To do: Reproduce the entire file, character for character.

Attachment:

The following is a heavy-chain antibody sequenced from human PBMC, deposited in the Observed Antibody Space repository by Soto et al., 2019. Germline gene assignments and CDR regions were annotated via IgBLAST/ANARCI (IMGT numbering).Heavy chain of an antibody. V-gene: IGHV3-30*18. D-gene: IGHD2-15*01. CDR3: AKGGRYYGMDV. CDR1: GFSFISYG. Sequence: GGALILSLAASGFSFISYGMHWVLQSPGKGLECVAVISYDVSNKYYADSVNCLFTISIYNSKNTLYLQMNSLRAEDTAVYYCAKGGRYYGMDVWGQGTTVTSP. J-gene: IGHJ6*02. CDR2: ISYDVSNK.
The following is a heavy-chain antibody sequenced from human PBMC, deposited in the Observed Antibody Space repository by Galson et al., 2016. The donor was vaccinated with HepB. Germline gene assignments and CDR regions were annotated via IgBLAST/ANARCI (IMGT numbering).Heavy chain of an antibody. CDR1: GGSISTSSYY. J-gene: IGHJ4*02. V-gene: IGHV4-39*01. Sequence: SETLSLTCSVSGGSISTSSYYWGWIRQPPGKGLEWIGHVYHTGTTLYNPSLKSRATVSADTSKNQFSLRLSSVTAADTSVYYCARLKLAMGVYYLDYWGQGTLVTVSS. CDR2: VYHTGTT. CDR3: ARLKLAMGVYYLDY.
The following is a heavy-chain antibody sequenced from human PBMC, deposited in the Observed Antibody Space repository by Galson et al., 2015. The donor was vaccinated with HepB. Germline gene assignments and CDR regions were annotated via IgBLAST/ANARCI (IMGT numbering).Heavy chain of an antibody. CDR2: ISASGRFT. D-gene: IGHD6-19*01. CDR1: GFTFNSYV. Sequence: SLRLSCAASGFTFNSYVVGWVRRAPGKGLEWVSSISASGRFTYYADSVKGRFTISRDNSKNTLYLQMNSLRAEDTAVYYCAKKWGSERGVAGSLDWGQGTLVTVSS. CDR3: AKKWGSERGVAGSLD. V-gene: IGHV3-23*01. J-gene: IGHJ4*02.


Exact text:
The following is a heavy-chain antibody sequenced from human PBMC, deposited in the Observed Antibody Space repository by Soto et al., 2019. Germline gene assignments and CDR regions were annotated via IgBLAST/ANARCI (IMGT numbering).Heavy chain of an antibody. V-gene: IGHV3-30*18. D-gene: IGHD2-15*01. CDR3: AKGGRYYGMDV. CDR1: GFSFISYG. Sequence: GGALILSLAASGFSFISYGMHWVLQSPGKGLECVAVISYDVSNKYYADSVNCLFTISIYNSKNTLYLQMNSLRAEDTAVYYCAKGGRYYGMDVWGQGTTVTSP. J-gene: IGHJ6*02. CDR2: ISYDVSNK.
The following is a heavy-chain antibody sequenced from human PBMC, deposited in the Observed Antibody Space repository by Galson et al., 2016. The donor was vaccinated with HepB. Germline gene assignments and CDR regions were annotated via IgBLAST/ANARCI (IMGT numbering).Heavy chain of an antibody. CDR1: GGSISTSSYY. J-gene: IGHJ4*02. V-gene: IGHV4-39*01. Sequence: SETLSLTCSVSGGSISTSSYYWGWIRQPPGKGLEWIGHVYHTGTTLYNPSLKSRATVSADTSKNQFSLRLSSVTAADTSVYYCARLKLAMGVYYLDYWGQGTLVTVSS. CDR2: VYHTGTT. CDR3: ARLKLAMGVYYLDY.
The following is a heavy-chain antibody sequenced from human PBMC, deposited in the Observed Antibody Space repository by Galson et al., 2015. The donor was vaccinated with HepB. Germline gene assignments and CDR regions were annotated via IgBLAST/ANARCI (IMGT numbering).Heavy chain of an antibody. CDR2: ISASGRFT. D-gene: IGHD6-19*01. CDR1: GFTFNSYV. Sequence: SLRLSCAASGFTFNSYVVGWVRRAPGKGLEWVSSISASGRFTYYADSVKGRFTISRDNSKNTLYLQMNSLRAEDTAVYYCAKKWGSERGVAGSLDWGQGTLVTVSS. CDR3: AKKWGSERGVAGSLD. V-gene: IGHV3-23*01. J-gene: IGHJ4*02.